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So Well and So Long

Lance Armstrong and the truth

This is Dark Cloud on Wednesday, August 24, 2005.

Americans tend to believe all sports’ myths. About Babe Ruth, about the 1980 Miracle on Ice, about even Seabiscuit. We ignore the likelihood Biscuit was probably coked out of his equine skull to win all those races for so many years even after a broken leg. We choose not to acknowledge our heroic hockey team did not play actual Soviet All Stars, but only one of their top pickup teams who had, let’s be fair, a bad day. It’s a more moving story this way; false, but moving.

Americans like “moving.” We’re a sentimental people, just like the Russians, ironically, and not like the French. We like “moving” more than “important” or even “true.” Our newest legend is Lance Armstrong, a Texan who survived testicular cancer that had spread to other major organs, and given a rendezvous with death, delayed and then defeated it.

Not only did he survive – which the reduced expectations of the New Age often consider a victory in itself – he became a world class athlete who dominated his sport more completely than any other.

The sport's biggest event is the Tour de France, and he won the last seven of them. Unprecedented as it is unbelievable. The Tour used to be dominated by the French and other Europeans. About the only way the world could avoid American cultural dominance was in certain sports, like bicycling. Until, alas, Armstrong.

To imagine the shock this was to the sports’ world and especially to the French, picture a short, outrageously gay Canadian from Quebec suddenly becoming the NBA’s high scorer for seven consecutive seasons, humiliating the huge men with unstoppably distant three pointers, and whose music taste runs to obscure Soviet Opera. Worse, suppose this Francopuff only wore discarded sneakers and Dad’n’Lad sportswear from a strip mall. And didn’t speak good English. Imagine him having a prosthetic leg because he survived an attack of flesh eating bacteria, which he defeated and the experience inspired in him high expectations, spirituality, and hatred of bling, which he celebrates by marrying a male Country Music star in a Presidential receiving line with Billy Graham on national television. Imagine this guy being introduced before a game in New York later that day and scoring his usual eighty points by the half way mark, and then watching the Queer Eye reruns mandated to be played on the Jumbotron because it’s in his contract and during which the teams have to play in socks and the crowd has to be quiet. Imagine how the fans would love him. Year after year. After year.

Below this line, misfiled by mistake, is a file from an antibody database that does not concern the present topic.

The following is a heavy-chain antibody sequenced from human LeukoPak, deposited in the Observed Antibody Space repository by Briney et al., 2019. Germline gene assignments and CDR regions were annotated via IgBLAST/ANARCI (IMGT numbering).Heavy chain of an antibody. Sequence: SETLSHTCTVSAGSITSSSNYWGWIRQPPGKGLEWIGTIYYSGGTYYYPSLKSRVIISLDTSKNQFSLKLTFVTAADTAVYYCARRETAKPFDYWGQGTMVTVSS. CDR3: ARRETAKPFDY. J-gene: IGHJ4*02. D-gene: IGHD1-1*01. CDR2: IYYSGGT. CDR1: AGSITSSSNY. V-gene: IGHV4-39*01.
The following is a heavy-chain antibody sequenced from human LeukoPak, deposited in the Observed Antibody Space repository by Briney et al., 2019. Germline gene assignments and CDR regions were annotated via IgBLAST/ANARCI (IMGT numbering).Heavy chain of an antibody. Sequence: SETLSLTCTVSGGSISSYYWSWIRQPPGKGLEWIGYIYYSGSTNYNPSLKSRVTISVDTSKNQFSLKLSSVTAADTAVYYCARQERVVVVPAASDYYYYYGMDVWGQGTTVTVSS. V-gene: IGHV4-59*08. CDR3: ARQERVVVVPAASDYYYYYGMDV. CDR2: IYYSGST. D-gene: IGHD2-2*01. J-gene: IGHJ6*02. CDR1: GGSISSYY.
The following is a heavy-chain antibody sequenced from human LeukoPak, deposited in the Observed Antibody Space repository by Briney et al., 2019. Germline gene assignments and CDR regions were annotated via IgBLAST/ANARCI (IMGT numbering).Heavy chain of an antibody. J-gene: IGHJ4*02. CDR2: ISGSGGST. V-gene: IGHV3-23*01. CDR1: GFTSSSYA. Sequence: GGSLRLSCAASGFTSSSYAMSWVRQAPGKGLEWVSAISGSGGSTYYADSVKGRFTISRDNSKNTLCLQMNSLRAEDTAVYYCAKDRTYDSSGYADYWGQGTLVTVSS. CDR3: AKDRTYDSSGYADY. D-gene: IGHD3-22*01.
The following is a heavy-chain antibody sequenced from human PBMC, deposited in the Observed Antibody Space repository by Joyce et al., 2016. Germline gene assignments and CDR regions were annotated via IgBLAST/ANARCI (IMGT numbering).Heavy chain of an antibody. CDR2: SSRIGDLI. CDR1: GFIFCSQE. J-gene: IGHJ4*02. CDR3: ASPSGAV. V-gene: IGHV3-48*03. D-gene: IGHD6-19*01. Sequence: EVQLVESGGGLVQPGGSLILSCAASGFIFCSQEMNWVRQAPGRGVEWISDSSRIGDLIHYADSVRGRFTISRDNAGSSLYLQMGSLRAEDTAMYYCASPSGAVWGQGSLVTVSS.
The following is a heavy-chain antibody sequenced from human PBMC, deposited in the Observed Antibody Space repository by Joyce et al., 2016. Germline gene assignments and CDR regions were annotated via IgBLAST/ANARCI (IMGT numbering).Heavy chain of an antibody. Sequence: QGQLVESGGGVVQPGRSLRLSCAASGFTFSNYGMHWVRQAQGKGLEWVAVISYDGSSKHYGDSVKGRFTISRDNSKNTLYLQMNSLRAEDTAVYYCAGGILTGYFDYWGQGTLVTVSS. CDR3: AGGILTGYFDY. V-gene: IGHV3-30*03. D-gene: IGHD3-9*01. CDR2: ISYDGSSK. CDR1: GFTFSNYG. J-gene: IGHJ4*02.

That’s not how Lance Armstrong ever acted, but Americans have so many outlets for their veneration exaggeration is needed to suggest how France felt losing one of their few to this seemingly robotic American from a country whose policies they hated. How they resented him for winning so easily. So often.

Like horses of the Biscuit era and beyond, bicyclists on the Tour have probably always been chemically enhanced. Face it, it’s a mutha of a grind, and I, for one, would find it difficult to believe any of the major contestants didn’t subject themselves to a bracing slosh of steroids or readjusted blood. As CU Athletic Directors have proven, plausible deniability has great value, and the carefully chosen words of athletes cast deep suspicion. Apparently, they sound better ahead of time than when forced to become a King of Weasel Words before a Congressional sub-committee. “I never was aware that I was taking banned substances when my trainer gave me a bottle to drink every day called The Magic Stuff for the last decade.”

Tyler Hamilton, a Colorado bicyclist, has seriously claimed that the blood of a different person found in his samples after two different events is, no doubt, the blood of his unabsorbed identical twin, although it isn’t claimed that the alien blood is the same both times. He’s very sincere sounding arguing against his two year ban, but I don’t believe him and I don’t think many do.

Lance Armstrong has said he never took performance enhancement items, but there is new evidence that might disgrace our national myth. If true. It seems blood samples still exist from the 1999 Tour’s participants, and fifteen of them just tested positive for an illegal enhancement and one of them was Armstrong’s. If so, and if blood samples from future races prove as damning……….well, what?

And if Armstrong did it, it’s a safe bet everyone did. Or rather, if everyone else did it, how could Armstrong not?

And I think he did it. I’m sorry, I don’t believe in miracles, which are written, not rendered. I don’t believe anyone can survive the cancer as described and win a sports event dependent on muscles toughened by the product of organs you’ve had cut in half. I know it is possible. I just do not believe it. I know – we all know – that blood and chemical doping has been rampant in bicycling. I don’t believe that just stopped, or that a chemically clean athlete could compete with the participants. So well. For so long.